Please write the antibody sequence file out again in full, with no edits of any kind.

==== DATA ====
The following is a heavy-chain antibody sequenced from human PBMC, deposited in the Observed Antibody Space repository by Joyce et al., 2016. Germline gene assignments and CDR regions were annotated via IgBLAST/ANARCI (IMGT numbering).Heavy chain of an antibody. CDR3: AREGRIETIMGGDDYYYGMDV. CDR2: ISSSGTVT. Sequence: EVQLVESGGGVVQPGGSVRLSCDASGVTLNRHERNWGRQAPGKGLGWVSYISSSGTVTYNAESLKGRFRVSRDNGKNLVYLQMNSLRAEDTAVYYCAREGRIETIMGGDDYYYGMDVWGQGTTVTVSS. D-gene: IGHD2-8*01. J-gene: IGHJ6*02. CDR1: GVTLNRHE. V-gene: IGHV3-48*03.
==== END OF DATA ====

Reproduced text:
The following is a heavy-chain antibody sequenced from human PBMC, deposited in the Observed Antibody Space repository by Joyce et al., 2016. Germline gene assignments and CDR regions were annotated via IgBLAST/ANARCI (IMGT numbering).Heavy chain of an antibody. CDR3: AREGRIETIMGGDDYYYGMDV. CDR2: ISSSGTVT. Sequence: EVQLVESGGGVVQPGGSVRLSCDASGVTLNRHERNWGRQAPGKGLGWVSYISSSGTVTYNAESLKGRFRVSRDNGKNLVYLQMNSLRAEDTAVYYCAREGRIETIMGGDDYYYGMDVWGQGTTVTVSS. D-gene: IGHD2-8*01. J-gene: IGHJ6*02. CDR1: GVTLNRHE. V-gene: IGHV3-48*03.